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Women’s International Day – West African Earth Goddess

Women’s International Day – West African Earth Goddess

Women’s International Day – West African Earth Goddess


This International Women’s Day, we thought we’d take the opportunity to highlight a big source of inspiration for Imọlẹ Candles: the West African earth goddess Ala.


We take a lot of our inspiration from Nigerian heritage and culture, and Ala is no exception. What’s more, spring is her time, so there couldn’t be a more perfect occasion to put her centre stage.


Who is Ala?


Ala is a deity (known as Alusi) in Odinani, which is the religious practice of the Igbo people from southern Nigeria. Her name means “ground” in the Igbo language, and she’s considered the highest deity in the Igbo pantheon. Unlike many religions, Odinani puts a woman ahead of men. 


This is understandable considering Ala’s religious symbolism. She’s the goddess of the earth, fertility, morality, and creativity. The Igbo people know her as the mother of all things, but she is present at both the beginning and the end of the life cycle.


Ala is present when babies are born into the world, just as she is present in the fertile earth. But she is also there to welcome spirits of the dead into her womb at the end of life, just as she is present in the empty field after harvest.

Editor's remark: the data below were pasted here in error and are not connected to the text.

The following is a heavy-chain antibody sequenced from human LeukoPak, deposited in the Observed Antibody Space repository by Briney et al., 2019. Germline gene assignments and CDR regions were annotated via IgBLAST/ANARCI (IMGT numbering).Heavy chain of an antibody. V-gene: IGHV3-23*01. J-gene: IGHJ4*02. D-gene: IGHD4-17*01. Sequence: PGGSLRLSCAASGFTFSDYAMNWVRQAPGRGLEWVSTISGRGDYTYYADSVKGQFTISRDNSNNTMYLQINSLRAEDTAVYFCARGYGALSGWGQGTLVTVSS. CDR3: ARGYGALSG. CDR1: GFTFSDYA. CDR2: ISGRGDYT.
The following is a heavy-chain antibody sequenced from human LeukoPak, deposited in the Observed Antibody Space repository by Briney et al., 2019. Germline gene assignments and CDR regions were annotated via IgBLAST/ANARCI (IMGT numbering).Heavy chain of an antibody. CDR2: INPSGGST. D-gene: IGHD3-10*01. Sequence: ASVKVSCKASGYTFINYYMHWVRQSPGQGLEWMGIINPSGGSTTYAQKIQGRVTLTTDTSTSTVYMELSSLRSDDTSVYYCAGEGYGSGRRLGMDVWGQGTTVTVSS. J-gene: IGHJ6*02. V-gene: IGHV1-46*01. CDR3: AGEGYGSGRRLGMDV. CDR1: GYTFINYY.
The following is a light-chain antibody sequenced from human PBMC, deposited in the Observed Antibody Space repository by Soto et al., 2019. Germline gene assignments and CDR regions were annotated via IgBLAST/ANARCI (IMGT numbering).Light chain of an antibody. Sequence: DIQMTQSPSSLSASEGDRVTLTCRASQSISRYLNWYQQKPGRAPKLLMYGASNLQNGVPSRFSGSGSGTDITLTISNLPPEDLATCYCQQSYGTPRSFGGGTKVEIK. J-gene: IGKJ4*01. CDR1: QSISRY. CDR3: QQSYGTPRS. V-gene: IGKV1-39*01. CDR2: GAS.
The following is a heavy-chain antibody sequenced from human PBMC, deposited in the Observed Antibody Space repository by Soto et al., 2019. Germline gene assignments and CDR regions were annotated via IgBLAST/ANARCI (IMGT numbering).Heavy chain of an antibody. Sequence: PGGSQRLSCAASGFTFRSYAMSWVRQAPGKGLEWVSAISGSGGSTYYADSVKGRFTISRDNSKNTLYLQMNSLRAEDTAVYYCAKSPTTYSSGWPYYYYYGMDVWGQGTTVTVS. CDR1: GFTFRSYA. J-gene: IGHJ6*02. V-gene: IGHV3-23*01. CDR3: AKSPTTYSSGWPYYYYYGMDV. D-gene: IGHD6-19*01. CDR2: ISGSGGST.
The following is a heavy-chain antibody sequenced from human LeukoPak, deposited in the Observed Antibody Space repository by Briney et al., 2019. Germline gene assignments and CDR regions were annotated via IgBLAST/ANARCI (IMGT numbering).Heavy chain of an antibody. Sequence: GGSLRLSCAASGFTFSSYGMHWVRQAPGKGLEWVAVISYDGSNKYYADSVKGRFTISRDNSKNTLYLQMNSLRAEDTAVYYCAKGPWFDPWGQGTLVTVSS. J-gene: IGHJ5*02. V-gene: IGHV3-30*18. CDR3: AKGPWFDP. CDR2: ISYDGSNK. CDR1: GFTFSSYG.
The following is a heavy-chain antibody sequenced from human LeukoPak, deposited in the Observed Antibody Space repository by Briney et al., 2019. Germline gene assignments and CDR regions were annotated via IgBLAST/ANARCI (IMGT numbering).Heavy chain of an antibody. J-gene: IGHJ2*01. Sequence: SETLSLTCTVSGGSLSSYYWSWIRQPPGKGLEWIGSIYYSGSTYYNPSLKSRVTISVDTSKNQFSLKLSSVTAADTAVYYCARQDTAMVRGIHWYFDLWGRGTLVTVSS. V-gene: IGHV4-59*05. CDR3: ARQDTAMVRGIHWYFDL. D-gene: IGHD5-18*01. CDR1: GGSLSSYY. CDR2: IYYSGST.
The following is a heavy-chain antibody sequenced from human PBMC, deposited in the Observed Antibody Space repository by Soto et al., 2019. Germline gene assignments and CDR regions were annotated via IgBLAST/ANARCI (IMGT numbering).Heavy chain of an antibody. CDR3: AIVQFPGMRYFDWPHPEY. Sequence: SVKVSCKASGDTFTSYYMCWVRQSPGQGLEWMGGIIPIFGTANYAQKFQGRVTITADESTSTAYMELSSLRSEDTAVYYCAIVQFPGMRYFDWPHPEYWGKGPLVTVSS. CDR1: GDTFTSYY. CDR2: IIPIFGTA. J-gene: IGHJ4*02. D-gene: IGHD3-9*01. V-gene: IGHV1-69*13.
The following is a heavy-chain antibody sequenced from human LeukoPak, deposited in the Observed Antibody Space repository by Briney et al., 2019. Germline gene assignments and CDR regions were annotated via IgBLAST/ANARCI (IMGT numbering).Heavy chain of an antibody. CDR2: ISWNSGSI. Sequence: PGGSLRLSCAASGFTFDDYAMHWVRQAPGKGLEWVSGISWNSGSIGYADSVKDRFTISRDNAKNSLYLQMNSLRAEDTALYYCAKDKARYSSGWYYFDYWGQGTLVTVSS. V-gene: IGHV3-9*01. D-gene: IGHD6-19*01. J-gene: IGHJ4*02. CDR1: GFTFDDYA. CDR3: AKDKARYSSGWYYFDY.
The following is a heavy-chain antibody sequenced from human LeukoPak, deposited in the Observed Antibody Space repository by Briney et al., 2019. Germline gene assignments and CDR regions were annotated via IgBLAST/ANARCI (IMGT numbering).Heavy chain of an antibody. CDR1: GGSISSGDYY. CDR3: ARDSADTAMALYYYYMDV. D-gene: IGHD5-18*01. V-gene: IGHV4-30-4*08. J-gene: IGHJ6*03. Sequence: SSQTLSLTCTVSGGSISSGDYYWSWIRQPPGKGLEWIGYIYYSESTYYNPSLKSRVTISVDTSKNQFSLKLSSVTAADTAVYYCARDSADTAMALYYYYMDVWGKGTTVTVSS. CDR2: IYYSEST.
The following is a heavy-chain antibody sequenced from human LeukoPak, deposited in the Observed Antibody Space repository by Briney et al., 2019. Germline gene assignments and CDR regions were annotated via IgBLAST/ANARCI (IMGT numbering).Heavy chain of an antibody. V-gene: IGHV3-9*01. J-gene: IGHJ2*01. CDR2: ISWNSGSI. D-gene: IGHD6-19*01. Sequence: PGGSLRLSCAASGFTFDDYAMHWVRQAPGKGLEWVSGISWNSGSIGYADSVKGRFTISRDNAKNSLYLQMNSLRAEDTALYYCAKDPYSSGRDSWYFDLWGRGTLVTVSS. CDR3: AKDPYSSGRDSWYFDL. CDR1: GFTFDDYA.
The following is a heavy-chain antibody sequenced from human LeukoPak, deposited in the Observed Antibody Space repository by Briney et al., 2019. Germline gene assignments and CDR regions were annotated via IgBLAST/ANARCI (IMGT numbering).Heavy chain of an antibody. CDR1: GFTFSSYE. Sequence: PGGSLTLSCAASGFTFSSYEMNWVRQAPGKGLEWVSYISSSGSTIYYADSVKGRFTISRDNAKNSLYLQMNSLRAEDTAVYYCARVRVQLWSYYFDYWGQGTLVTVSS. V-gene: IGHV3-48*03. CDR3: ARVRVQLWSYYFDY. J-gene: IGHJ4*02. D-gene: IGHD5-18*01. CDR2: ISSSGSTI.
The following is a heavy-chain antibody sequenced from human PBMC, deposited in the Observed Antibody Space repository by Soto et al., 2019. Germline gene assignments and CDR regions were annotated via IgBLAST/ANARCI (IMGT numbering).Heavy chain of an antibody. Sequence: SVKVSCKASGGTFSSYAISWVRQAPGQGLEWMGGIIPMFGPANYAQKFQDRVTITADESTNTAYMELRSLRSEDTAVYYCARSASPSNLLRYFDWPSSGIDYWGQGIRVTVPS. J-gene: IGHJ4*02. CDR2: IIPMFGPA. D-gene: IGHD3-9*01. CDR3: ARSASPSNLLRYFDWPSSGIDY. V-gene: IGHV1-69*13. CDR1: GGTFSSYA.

She also rules over human morality and is in charge of Igbo law, known as Omenala. If someone commits a crime or moral injustice, they are said to have insulted Ala herself, known as nso Ala. Army ants do her bidding and attack those who have committed crimes, forcing them to repent for their behaviour.


You can probably see why Ala is considered the highest Alusi: she rules over life and death, but also morality and creativity. And what’s more important to human existence than the power of life and death?


Worshipping Ala


Ala’s time is spring, but devotions are given during planting season, but also at first fruit and harvest. A village will typically have a shrine to Ala at its centre, which again highlights her cultural significance. Members of the village leave daily devotions to her during these important periods.


One of the most common ways to pay tribute to Ala is to light candles. If you light a candle in the morning and welcome Ala and spring, it’s believed that you’ll be blessed with fertility and creativity.


Celebrating Ala this International Women’s Day


It’s fair to say that there’s never been a more perfect time for us to look to Ala. While we celebrate the feminine every day of our lives, this year holds special significance. 


As we begin to come out of lockdown, Ala reminds us to wash away the old and embrace the new. And after a year of stagnation and difficulty for us all, it’s fair to say we probably all need a bit of creativity in our lives.


So if you feel like welcoming Ala into your home this spring, pick up one of our candles to use as a devotive offering. Just remember to light it every morning a say a quick prayer to welcome her into your home.